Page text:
In a meta-analysis involving online databases, electronic health (eHealth) interventions were found to be a promising tool for reducing perinatal anxiety.  The results of the study were published in the Journal of Clinical Psychiatry.

A research team conducted a systematic review to identify the pooled effect of eHealth interventions on improving perinatal anxiety. A database search of online resources resulted in 770 randomized controlled trials that included the following criteria: conducted during the perinatal period; examined the effectiveness of an eHealth mental health intervention delivered through a computer program; measured anxiety symptoms or disorders as a primary or secondary outcome; provided data on anxiety levels both pre- and post intervention; and had a comparison group. The quality of each study was assessed by the Scottish Intercollegiate Guidelines Network.

After exclusion criteria were applied and the remainder were reviewed, 4 studies fulfilled the quality criteria and were included in the meta-analysis. The researchers used the Generalized Anxiety Disorder Scale with 7 items (GAD-7) and the Depression Anxiety Stress Scales with 21 items to measure anxiety. The eHealth intervention group was found to have significantly lower anxiety scores compared with the control group, with a standardized mean difference of ‒0.41.

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The intervention group was found to have significantly lower depression scores compared with the control group, and more women in the intervention group no longer met diagnostic criteria for depression compared with the control group (63% vs 12%). At the 12-week assessment, fewer women in the intervention group met diagnostic criteria for depression compared with the control group (79% vs 18%), and more women in the intervention group were classified as recovered compared with those in the control group (62% vs 38%).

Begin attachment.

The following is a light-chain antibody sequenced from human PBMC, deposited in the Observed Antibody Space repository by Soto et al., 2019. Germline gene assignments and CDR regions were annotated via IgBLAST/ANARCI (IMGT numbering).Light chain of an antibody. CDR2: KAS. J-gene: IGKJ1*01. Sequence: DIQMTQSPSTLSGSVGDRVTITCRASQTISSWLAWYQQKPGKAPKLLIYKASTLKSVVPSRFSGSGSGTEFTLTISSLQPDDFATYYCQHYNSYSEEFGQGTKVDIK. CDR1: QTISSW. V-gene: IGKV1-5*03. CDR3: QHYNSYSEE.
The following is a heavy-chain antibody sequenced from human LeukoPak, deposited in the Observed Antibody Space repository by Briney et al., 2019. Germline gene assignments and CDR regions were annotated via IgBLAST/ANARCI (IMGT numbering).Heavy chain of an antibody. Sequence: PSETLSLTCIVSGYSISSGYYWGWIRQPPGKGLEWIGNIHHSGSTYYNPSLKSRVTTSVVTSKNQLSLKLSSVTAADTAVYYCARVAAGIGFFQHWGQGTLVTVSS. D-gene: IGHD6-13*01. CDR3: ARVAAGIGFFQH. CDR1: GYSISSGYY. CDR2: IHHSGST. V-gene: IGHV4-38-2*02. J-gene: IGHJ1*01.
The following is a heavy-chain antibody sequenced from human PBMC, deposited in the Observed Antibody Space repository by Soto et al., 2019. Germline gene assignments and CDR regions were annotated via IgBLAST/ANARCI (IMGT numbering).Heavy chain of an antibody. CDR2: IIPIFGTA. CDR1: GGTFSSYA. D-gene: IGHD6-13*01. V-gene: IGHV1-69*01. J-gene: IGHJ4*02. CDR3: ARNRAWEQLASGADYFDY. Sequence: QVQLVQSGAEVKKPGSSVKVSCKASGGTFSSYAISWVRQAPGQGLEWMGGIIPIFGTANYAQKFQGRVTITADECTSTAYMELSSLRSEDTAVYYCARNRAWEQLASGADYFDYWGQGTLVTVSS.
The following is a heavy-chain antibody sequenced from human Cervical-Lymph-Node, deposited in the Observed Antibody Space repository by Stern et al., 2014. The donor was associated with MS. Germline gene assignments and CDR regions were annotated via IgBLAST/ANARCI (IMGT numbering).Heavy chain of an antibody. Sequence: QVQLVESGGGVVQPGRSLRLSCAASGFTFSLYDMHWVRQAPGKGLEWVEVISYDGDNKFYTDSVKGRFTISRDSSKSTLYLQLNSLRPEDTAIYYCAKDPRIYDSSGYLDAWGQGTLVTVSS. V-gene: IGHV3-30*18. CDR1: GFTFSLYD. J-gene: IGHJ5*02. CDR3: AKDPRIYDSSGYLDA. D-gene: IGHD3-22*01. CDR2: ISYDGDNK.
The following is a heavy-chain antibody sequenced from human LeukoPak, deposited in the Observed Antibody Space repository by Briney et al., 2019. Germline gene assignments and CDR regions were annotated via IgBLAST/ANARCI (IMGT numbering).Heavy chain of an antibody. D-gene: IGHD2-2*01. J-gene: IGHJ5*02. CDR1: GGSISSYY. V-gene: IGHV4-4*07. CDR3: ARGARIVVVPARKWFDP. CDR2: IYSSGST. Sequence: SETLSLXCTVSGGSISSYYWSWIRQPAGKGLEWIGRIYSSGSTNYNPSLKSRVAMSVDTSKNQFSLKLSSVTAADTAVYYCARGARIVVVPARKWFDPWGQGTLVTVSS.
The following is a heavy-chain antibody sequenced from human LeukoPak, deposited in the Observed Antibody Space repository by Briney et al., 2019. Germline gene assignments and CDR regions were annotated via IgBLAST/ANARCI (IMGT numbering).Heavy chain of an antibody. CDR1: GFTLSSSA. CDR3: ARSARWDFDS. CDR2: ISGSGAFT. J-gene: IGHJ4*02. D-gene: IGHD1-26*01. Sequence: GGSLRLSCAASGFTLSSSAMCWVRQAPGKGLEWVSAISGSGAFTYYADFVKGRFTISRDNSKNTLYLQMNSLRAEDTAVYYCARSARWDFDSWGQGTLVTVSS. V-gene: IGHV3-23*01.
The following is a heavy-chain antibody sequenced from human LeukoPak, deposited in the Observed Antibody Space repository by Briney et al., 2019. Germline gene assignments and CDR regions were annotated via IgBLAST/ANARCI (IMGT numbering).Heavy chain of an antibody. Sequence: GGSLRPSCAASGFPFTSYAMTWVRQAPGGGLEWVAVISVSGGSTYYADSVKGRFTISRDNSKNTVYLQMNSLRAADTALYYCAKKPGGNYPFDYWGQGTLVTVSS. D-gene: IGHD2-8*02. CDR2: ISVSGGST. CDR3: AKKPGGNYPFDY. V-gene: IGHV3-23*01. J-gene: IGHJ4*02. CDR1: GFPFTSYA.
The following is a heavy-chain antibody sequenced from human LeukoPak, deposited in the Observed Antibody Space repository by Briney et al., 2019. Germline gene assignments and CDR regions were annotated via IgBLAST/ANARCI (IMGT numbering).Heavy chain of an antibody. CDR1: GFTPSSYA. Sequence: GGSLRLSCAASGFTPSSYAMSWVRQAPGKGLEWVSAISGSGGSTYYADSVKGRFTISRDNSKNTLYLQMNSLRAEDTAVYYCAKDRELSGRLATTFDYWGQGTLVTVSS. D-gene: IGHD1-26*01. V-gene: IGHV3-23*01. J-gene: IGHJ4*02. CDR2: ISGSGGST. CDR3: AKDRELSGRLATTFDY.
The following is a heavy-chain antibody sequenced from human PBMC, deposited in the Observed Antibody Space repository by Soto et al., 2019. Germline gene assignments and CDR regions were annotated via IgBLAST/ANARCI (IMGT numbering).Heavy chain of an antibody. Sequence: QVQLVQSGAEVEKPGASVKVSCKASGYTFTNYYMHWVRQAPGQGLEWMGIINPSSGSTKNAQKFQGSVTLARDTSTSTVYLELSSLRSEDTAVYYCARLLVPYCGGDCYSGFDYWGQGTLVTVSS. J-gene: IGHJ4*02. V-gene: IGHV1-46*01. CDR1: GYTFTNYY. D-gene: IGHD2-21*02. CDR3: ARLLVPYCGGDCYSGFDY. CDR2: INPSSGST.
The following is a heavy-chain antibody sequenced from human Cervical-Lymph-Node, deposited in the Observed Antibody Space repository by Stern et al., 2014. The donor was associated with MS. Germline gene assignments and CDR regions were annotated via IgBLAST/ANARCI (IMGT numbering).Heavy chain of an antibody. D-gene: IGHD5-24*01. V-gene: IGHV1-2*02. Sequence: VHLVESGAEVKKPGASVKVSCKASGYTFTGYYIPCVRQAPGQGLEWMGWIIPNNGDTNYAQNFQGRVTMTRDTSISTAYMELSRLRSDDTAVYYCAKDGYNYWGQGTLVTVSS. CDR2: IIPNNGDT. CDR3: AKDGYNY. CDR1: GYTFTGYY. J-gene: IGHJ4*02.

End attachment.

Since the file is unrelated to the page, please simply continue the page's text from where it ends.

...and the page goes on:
Satisfaction with the eHealth program was high, and perceptions of the program were positive. A total of 80% of participants reported enjoying the program; however, some participants reported feeling stressed about completing the treatment modules.

The authors concluded that “eHealth interventions for perinatal mental health conditions are emerging, and the content of these interventions should account for common comorbid conditions during the perinatal period and provide opportunities to tailor further treatment if necessary.”

Reference

Bayrampour H, Trieu J, Tharmaratnam T. Effectiveness of eHealth interventions to reduce perinatal anxiety: a systematic review andmeta-analysis. J Clin Psychiatry.2019;80(1):18r12386.